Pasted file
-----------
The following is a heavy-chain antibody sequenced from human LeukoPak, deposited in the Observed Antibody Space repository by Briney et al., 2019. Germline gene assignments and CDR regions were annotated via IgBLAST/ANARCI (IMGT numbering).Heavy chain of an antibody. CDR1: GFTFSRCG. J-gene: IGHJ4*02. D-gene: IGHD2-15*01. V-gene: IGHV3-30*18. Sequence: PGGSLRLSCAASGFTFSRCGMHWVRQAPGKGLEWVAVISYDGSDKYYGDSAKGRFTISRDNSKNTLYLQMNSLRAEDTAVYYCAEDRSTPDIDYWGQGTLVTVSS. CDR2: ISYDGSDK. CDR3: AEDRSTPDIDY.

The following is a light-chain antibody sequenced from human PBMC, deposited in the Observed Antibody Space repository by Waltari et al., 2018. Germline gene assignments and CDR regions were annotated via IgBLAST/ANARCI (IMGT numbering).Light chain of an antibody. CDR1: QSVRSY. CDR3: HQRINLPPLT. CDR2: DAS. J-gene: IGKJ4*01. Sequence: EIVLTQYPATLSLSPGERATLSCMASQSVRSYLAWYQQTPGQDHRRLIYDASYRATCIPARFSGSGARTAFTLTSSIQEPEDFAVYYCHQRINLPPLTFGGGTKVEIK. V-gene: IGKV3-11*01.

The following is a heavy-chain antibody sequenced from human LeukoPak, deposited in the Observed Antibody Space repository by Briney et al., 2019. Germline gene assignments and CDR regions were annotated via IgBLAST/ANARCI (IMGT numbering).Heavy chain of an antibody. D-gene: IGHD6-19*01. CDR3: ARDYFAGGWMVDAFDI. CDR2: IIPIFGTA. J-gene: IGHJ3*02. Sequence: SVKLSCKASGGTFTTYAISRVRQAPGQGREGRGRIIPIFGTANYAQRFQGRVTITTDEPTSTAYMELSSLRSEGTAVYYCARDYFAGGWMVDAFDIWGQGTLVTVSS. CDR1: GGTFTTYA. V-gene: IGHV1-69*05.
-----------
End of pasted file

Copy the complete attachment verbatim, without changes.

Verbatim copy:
The following is a heavy-chain antibody sequenced from human LeukoPak, deposited in the Observed Antibody Space repository by Briney et al., 2019. Germline gene assignments and CDR regions were annotated via IgBLAST/ANARCI (IMGT numbering).Heavy chain of an antibody. CDR1: GFTFSRCG. J-gene: IGHJ4*02. D-gene: IGHD2-15*01. V-gene: IGHV3-30*18. Sequence: PGGSLRLSCAASGFTFSRCGMHWVRQAPGKGLEWVAVISYDGSDKYYGDSAKGRFTISRDNSKNTLYLQMNSLRAEDTAVYYCAEDRSTPDIDYWGQGTLVTVSS. CDR2: ISYDGSDK. CDR3: AEDRSTPDIDY.

The following is a light-chain antibody sequenced from human PBMC, deposited in the Observed Antibody Space repository by Waltari et al., 2018. Germline gene assignments and CDR regions were annotated via IgBLAST/ANARCI (IMGT numbering).Light chain of an antibody. CDR1: QSVRSY. CDR3: HQRINLPPLT. CDR2: DAS. J-gene: IGKJ4*01. Sequence: EIVLTQYPATLSLSPGERATLSCMASQSVRSYLAWYQQTPGQDHRRLIYDASYRATCIPARFSGSGARTAFTLTSSIQEPEDFAVYYCHQRINLPPLTFGGGTKVEIK. V-gene: IGKV3-11*01.

The following is a heavy-chain antibody sequenced from human LeukoPak, deposited in the Observed Antibody Space repository by Briney et al., 2019. Germline gene assignments and CDR regions were annotated via IgBLAST/ANARCI (IMGT numbering).Heavy chain of an antibody. D-gene: IGHD6-19*01. CDR3: ARDYFAGGWMVDAFDI. CDR2: IIPIFGTA. J-gene: IGHJ3*02. Sequence: SVKLSCKASGGTFTTYAISRVRQAPGQGREGRGRIIPIFGTANYAQRFQGRVTITTDEPTSTAYMELSSLRSEGTAVYYCARDYFAGGWMVDAFDIWGQGTLVTVSS. CDR1: GGTFTTYA. V-gene: IGHV1-69*05.